BEIJING, March 15 (Xinhua) -- A report released by the United Nations Development Program (UNDP) on Friday placed China 101st in a ranking of 187 countries and regions based on the quality of life enjoyed by their populations.
China measured 0.699 in the UNDP's "human development index" (HDI) in 2012, up from 0.695 in 2011. It sees China remain above the average level of regions and the BRICS nations -- Brazil, Russia, India, China and South Africa, according to the 2013 Human Development Report -- The Rise of the South: Human Progress in a Diverse World.
The report looks at the distinction between the fast-developing South, as defined in political terms, and the more developed political North.
China's 0.699 on the HDI represents a remarkable increase of 72 percent from the 0.407 it registered on this scale in 1980, or an average year-on-year growth of 1.7 percent.
The annual report, the first edition of which came in 1990, examines the profound shift in global dynamics driven by the fast-rising new powers of the developing world and its long-term implications for human development.
It adopts HDI as a major measurement of life expectancy, education levels and income to paint a picture.
UNDP Country Director Christophe Bahuet attributed China's achievement to investment in agriculture, establishing special economic zones, creating access to high-quality education, promoting social cohesion, enhancing equity and providing access to high-quality healthcare.
In addition to China, more than 40 developing countries have made greater human development gains in recent decades than would have been predicted, according to the report.
It reveals that sustained economic growth has seen the combined economic output of China, Brazil and India match the cumulative GDP of Canada, France, Germany, Italy, the United Kingdom and the United States for the first time in 150 years.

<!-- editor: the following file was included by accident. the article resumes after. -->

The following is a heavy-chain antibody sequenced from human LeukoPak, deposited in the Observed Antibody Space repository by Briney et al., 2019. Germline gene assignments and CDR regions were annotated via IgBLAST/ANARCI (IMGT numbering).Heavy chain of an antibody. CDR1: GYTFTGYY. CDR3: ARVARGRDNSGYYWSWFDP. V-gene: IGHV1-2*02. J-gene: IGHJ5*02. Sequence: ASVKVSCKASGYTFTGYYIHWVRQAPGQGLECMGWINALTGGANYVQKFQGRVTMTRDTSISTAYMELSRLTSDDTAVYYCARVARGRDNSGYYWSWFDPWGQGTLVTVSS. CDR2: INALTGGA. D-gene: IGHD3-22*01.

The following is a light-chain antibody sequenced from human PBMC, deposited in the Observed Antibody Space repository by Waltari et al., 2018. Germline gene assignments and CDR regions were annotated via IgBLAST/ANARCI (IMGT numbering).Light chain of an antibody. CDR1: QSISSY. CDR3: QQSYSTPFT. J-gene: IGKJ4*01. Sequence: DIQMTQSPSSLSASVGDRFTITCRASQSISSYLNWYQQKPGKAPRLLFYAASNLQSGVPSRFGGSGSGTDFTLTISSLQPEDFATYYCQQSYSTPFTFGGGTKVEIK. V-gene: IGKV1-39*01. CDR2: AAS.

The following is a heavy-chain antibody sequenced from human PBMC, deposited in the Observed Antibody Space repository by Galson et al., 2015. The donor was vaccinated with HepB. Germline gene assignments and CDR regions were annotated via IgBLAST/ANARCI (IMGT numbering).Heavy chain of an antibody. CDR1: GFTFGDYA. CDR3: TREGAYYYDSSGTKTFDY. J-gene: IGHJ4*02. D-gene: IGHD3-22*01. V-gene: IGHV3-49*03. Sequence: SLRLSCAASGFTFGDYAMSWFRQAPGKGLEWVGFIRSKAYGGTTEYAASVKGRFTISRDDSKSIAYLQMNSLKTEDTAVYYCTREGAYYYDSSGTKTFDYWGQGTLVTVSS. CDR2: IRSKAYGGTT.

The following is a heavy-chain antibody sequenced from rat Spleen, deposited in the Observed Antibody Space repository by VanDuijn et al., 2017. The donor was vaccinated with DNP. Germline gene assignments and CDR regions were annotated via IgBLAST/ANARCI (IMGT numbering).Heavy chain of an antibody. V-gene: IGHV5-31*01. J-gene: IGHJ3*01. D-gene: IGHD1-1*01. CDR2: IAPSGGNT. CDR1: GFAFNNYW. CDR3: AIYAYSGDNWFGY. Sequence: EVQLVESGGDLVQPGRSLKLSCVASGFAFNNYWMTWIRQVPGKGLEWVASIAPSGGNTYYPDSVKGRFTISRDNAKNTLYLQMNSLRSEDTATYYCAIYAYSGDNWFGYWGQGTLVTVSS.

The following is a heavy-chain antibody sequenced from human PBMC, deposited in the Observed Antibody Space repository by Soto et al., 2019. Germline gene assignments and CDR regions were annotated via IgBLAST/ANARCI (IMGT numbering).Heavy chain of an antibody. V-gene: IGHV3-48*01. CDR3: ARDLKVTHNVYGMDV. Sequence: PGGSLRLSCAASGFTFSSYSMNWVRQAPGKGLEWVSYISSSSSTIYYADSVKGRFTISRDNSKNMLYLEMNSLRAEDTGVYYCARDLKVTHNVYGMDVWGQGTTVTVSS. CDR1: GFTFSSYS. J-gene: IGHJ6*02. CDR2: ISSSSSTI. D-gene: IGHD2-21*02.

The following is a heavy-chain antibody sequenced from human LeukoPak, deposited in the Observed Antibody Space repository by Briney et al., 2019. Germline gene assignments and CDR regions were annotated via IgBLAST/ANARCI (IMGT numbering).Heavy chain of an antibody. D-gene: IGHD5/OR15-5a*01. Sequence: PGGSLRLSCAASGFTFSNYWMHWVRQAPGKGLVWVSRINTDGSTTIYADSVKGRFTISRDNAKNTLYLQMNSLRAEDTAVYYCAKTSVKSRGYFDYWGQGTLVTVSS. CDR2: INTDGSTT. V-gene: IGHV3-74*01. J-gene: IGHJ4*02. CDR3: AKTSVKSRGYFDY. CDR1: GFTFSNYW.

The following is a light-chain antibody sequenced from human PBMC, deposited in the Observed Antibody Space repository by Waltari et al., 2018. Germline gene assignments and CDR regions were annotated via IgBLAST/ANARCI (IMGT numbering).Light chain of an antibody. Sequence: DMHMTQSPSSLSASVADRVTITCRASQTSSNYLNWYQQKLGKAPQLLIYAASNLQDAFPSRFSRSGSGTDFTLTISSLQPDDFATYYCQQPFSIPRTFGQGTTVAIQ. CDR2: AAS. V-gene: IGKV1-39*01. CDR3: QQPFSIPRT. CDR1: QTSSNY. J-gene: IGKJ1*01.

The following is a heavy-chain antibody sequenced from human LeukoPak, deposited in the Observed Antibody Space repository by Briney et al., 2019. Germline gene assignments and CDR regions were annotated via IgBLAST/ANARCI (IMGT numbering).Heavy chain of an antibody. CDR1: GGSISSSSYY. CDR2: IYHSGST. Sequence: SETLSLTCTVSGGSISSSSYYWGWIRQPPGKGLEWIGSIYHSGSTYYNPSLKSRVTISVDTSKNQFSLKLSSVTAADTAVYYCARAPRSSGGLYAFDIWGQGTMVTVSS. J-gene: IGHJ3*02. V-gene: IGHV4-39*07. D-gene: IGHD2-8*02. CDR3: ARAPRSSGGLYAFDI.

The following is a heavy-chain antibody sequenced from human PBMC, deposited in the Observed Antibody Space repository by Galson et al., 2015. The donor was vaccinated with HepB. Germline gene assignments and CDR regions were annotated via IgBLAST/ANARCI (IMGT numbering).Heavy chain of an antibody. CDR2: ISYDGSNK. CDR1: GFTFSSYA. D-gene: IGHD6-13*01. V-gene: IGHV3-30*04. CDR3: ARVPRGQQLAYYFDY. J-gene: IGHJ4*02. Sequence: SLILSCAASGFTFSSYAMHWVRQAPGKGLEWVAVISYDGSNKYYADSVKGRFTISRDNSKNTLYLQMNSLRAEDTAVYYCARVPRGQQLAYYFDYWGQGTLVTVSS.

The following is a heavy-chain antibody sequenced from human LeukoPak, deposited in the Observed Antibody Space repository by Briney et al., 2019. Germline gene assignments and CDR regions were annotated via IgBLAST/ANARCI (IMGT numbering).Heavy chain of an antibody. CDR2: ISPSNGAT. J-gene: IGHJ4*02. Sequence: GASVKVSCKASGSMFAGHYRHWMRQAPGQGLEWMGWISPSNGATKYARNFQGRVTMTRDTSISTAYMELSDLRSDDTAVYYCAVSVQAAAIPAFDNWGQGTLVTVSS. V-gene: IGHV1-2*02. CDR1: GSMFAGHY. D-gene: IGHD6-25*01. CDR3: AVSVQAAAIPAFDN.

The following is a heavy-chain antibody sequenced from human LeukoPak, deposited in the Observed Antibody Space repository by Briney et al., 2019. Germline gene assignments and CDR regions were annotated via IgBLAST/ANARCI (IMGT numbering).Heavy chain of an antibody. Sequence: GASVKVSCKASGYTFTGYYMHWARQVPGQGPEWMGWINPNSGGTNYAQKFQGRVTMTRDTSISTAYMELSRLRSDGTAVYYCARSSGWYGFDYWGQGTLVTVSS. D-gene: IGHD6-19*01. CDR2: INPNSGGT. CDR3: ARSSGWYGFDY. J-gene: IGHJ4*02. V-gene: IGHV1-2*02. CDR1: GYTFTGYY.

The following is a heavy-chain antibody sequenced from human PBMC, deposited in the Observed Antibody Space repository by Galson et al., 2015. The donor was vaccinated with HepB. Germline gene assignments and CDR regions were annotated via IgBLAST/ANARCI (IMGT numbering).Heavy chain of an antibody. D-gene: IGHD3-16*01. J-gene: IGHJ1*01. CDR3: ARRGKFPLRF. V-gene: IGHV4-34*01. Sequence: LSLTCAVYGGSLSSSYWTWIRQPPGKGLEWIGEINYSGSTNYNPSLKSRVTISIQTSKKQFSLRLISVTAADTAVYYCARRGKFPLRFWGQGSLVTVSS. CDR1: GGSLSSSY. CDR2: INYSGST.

By 2030, more than 80 percent of the world's middle class will reside in the South. The Asia-Pacific region will be home to about two-thirds of the new global middle class, the report projects.
"The rise of the South is unprecedented in its speed and scale. Never in history have the living conditions and prospects of so many people changed so dramatically and so fast," the report says.
However, "economic growth alone does not automatically translate into human development progress," said Renata Dessallien, UN resident coordinator and UNDP resident representative in China, in an address to mark the launch of the report here.
"Pro-poor policies and significant investment in people's capabilities, through a focus on education, nutrition and health, and employment skills are essential to expanding access to decent work and providing sustained progress," she stressed.
The report also indicates that the South faces long-term challenges shared by industrialized countries of the North, including an aging population, environmental pressure, social inequalities, mismatches between educational preparation and job opportunities and the need for meaningful civic engagement.
Environmental inaction has the potential to halt or even reverse human development progress in the world's poorest countries, the report warns.
The number of people in extreme poverty could increase by up to three billion by 2050 unless environmental disasters are averted by coordinated global action, it says.
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